Vying for this position are Martha Holton Dimick and Mary Moriarty.



Moriarty began her career as a public defender in Hennepin County in 1990 and worked her way up to serve as the county’s first female Chief Public Defender for six years. One of her first cases went all the way to the US Supreme Court. Moriarty attended Macalester College and then the University of Minnesota Law School. “During my six years leading the second largest public law office in the state, an independent evaluation recognized it as one of the most effective offices in the country,” she said. “I’m proud to have the endorsement of the DFL, Keith Ellison, Scott Dibble, Jamie Long, Frank Hornstein, pro-choice groups, and over 50 legislators, mayors, city council and school board members across Hennepin County.”

What do you propose to manage public safety and rising crime rates?
My job will always be to keep everyone safe. I will focus our resources on prosecuting violent crime, especially gun violence. As Hennepin County Attorney, I need good police work to successfully prosecute those responsible for violent crime. I will partner with police to improve processes for effective prosecution.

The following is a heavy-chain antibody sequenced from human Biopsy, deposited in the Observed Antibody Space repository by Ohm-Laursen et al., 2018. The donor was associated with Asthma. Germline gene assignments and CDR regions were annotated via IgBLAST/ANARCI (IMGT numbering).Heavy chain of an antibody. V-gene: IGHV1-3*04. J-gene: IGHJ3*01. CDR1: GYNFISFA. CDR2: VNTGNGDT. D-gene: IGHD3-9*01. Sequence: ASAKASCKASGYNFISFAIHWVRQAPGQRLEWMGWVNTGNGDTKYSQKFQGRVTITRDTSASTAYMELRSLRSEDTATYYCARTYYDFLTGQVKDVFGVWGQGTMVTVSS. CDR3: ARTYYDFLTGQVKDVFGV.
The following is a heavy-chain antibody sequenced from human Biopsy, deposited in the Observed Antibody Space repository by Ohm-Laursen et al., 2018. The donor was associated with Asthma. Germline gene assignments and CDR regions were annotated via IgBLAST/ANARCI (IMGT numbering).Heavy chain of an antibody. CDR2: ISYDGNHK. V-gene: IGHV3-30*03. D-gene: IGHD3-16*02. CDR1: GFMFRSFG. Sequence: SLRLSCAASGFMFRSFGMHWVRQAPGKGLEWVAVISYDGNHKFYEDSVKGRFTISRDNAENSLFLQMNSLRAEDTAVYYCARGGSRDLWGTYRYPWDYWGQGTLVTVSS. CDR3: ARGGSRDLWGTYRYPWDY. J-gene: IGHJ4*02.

How do you view child protection and support cases?
We need to protect children and we need to make sure caregivers have the resources they need to be successful. Parents should pay support for their children, and we also need to ensure that they aren’t punished in ways that result in losing the means to pay.

How will you address the public’s changing opinions on criminal justice reform?
I will make data and research-driven decisions and I believe in transparency, accountability, and accessibility. This means that the public will know our office’s policies and what the data shows. I will engage communities throughout the county to make sure that we are hearing and addressing their concerns.

How do you view the use of juvenile diversion and restorative justice programs?
We need to hold kids accountable for the crimes they commit to protect the community and also to help kids develop better decision-making and avoid reoffending. We can help prevent reoffense through structured risk and needs assessments, and interventions rooted in adolescent brain development, trauma-informed care, and restorative justice practices.

How will you address equity issues in prosecution?
My office will collect data on racial disparities in every part of the system to examine decision points and create policies through a racial equity lens. In particular, we need to monitor high-disparity touch points including traffic stops, “consent” searches, and arrests.


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